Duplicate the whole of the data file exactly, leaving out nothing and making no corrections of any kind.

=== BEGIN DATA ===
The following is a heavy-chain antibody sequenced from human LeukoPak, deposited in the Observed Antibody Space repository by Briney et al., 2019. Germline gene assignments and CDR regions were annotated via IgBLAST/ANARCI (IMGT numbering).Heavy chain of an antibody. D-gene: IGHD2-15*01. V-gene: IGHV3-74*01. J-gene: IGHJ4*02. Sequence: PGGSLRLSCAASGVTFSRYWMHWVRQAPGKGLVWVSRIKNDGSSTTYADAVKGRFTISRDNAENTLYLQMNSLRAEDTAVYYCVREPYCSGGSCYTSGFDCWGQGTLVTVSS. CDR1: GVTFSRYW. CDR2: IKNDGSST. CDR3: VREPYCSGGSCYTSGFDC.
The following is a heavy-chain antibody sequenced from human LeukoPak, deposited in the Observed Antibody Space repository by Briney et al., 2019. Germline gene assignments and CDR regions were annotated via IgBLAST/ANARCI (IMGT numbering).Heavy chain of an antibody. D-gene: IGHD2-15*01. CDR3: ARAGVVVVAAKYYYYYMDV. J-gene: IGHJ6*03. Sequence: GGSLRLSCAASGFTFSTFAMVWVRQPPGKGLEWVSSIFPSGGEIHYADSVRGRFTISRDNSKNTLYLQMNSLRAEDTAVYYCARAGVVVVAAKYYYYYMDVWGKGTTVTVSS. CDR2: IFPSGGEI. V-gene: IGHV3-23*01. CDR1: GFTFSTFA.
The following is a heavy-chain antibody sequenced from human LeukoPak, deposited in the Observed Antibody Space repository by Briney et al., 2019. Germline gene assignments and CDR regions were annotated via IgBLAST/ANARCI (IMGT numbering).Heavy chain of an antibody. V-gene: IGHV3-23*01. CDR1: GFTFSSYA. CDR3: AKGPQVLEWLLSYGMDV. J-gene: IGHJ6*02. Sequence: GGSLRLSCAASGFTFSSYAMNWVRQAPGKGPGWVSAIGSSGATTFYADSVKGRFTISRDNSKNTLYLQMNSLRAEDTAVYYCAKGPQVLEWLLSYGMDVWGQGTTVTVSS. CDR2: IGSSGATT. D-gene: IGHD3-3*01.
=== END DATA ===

The following is a heavy-chain antibody sequenced from human LeukoPak, deposited in the Observed Antibody Space repository by Briney et al., 2019. Germline gene assignments and CDR regions were annotated via IgBLAST/ANARCI (IMGT numbering).Heavy chain of an antibody. D-gene: IGHD2-15*01. V-gene: IGHV3-74*01. J-gene: IGHJ4*02. Sequence: PGGSLRLSCAASGVTFSRYWMHWVRQAPGKGLVWVSRIKNDGSSTTYADAVKGRFTISRDNAENTLYLQMNSLRAEDTAVYYCVREPYCSGGSCYTSGFDCWGQGTLVTVSS. CDR1: GVTFSRYW. CDR2: IKNDGSST. CDR3: VREPYCSGGSCYTSGFDC.
The following is a heavy-chain antibody sequenced from human LeukoPak, deposited in the Observed Antibody Space repository by Briney et al., 2019. Germline gene assignments and CDR regions were annotated via IgBLAST/ANARCI (IMGT numbering).Heavy chain of an antibody. D-gene: IGHD2-15*01. CDR3: ARAGVVVVAAKYYYYYMDV. J-gene: IGHJ6*03. Sequence: GGSLRLSCAASGFTFSTFAMVWVRQPPGKGLEWVSSIFPSGGEIHYADSVRGRFTISRDNSKNTLYLQMNSLRAEDTAVYYCARAGVVVVAAKYYYYYMDVWGKGTTVTVSS. CDR2: IFPSGGEI. V-gene: IGHV3-23*01. CDR1: GFTFSTFA.
The following is a heavy-chain antibody sequenced from human LeukoPak, deposited in the Observed Antibody Space repository by Briney et al., 2019. Germline gene assignments and CDR regions were annotated via IgBLAST/ANARCI (IMGT numbering).Heavy chain of an antibody. V-gene: IGHV3-23*01. CDR1: GFTFSSYA. CDR3: AKGPQVLEWLLSYGMDV. J-gene: IGHJ6*02. Sequence: GGSLRLSCAASGFTFSSYAMNWVRQAPGKGPGWVSAIGSSGATTFYADSVKGRFTISRDNSKNTLYLQMNSLRAEDTAVYYCAKGPQVLEWLLSYGMDVWGQGTTVTVSS. CDR2: IGSSGATT. D-gene: IGHD3-3*01.